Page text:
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An illustration of a woman staring into an open fridge. Text reads: How to practice mindful eating. Get started.

Reviewed 6/14/2024


If your mealtimes tend to be hurried affairs that happen on the go or in front of a screen, you're not alone. There's a better way to enjoy your food, though. It's called mindful eating. This involves slowing down and noticing your thoughts and feelings during a meal.

Why eat mindfully? For one thing, it can help you enjoy your food more. It may also help your health. Mindful eating can improve your digestion, help you feel full after eating less food, and encourage you to make better overall eating choices.

If you want to try mindful eating, consider these tips.

Tune in to your feelings

When you feel like eating, pause a moment before taking a bite. Are you really hungry, or are you actually thirsty, stressed or bored? By reflecting on your feelings, you may identify when you eat for reasons other than hunger.

Ditch dinnertime distractions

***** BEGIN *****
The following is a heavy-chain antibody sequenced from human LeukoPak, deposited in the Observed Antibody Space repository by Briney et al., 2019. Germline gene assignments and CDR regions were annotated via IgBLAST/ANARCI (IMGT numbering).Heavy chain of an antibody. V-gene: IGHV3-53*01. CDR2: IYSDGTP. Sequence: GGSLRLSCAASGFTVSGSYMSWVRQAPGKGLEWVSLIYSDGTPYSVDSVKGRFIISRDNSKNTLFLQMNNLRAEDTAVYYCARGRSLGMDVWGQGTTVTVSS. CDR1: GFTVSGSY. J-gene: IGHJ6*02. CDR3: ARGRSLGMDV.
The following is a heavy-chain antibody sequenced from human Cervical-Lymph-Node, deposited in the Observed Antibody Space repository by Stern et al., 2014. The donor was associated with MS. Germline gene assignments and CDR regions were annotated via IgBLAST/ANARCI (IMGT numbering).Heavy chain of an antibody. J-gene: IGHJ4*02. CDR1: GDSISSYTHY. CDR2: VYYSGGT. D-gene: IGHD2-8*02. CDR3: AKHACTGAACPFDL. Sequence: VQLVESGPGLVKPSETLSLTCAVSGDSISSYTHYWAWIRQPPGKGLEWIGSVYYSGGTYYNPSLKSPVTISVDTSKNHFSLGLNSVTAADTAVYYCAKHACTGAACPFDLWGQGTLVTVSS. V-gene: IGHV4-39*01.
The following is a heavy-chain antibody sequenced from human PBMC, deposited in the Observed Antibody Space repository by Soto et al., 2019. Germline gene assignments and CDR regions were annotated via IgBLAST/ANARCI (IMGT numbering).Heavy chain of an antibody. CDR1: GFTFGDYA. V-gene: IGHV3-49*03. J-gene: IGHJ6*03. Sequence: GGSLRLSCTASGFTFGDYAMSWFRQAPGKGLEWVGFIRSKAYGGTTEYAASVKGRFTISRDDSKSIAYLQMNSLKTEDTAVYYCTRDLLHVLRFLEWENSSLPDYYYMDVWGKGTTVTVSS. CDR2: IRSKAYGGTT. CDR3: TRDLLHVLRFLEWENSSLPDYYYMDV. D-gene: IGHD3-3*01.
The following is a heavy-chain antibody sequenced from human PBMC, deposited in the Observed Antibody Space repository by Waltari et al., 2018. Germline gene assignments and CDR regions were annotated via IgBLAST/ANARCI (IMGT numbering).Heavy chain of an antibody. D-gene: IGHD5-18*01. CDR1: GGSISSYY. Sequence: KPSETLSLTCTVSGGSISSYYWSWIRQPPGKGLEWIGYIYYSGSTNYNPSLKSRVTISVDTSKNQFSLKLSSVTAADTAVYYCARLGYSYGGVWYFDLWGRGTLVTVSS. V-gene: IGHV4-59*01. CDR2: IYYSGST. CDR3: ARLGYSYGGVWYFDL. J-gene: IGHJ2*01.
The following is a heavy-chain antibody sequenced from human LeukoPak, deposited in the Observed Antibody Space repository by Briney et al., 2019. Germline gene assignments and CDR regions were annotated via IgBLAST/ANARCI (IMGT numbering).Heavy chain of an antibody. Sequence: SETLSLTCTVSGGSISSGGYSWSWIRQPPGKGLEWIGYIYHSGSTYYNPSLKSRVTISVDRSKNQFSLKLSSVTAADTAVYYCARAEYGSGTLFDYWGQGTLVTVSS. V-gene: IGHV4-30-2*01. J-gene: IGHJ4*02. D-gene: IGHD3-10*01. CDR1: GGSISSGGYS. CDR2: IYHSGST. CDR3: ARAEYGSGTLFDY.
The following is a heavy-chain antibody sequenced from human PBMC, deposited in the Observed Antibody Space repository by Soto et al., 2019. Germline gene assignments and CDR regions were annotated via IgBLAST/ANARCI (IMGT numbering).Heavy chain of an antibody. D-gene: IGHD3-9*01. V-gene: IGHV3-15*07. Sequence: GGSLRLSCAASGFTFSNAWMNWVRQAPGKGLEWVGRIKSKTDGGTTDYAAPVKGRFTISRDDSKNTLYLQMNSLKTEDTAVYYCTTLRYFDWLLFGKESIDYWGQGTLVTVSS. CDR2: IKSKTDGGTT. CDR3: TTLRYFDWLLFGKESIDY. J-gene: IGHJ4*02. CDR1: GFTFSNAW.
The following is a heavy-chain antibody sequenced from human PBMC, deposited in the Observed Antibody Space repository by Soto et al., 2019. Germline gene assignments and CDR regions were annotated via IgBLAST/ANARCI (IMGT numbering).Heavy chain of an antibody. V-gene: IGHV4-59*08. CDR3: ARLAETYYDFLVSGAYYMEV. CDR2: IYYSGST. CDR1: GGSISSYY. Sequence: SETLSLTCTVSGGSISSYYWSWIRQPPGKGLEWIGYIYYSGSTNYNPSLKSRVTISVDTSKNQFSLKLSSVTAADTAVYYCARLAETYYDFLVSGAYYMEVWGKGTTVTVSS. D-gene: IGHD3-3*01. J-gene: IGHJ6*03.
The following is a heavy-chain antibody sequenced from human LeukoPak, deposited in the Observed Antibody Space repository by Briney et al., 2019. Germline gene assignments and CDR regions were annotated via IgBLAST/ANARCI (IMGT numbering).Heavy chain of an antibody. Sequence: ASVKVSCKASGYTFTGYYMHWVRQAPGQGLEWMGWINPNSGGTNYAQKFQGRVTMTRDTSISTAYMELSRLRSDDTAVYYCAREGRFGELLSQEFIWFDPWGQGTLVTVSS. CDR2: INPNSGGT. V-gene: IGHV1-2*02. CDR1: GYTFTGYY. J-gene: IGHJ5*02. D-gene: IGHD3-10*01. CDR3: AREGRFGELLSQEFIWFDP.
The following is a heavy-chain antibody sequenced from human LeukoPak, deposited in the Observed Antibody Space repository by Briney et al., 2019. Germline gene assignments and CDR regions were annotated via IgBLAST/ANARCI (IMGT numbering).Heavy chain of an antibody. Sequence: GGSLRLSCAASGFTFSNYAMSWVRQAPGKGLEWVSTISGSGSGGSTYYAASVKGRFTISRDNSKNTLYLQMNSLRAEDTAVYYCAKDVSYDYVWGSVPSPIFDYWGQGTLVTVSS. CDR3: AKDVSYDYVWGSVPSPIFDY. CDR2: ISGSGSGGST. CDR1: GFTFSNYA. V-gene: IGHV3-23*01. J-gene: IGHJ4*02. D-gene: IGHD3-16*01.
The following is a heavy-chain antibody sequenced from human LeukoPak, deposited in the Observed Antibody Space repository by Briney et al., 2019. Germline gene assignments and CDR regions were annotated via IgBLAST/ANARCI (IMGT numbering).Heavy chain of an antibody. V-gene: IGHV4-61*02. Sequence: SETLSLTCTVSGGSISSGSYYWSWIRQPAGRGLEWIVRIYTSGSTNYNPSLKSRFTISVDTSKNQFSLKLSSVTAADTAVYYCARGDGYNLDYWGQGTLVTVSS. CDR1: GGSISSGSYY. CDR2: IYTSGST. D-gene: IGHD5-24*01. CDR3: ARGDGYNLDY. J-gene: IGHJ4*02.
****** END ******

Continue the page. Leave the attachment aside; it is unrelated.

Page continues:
Turn off your cellphone, TV and other devices when cooking and eating. Practicing mindfulness is easier without disruptions.

Stop and smell the rosemary

Try to use all your senses to experience your food as you prepare and eat it. For example, pay attention to the colors, textures and aromas. Listen to the pleasing sounds when you slice, chop or sauté different ingredients. Can you almost hear your foods bursting with flavor?

Pause before digging in

Before you pick up your fork, take a moment to appreciate your food. If you have dining companions, pause to appreciate them too.

Put down your fork between bites

This will help you slow down and experience your food. It will also give your brain time to receive your stomach's fullness cues.

While your fork is down, take time to savor each bite, noticing the tastes and textures. Try to isolate the flavors from individual ingredients as you chew. Do you notice sweet or savory? Crunchy or creamy?

Stay mindful after meals

Continue to notice how food makes you feel right after a meal and even hours later. For instance, how do you feel after eating a large or less-than-nutritious meal? Making observations like these can help you learn to make healthier choices around foods.

Be mindful when you can

It may not be realistic to make every meal or bite a mindful one. We all have to eat on the go or in a hurry now and then. But mindful eating doesn't have to be an all-or-nothing practice. Incorporating even a little bit of mindfulness in a meal can help you eat and feel better.


What you eat can affect how you feel.

Try these tips


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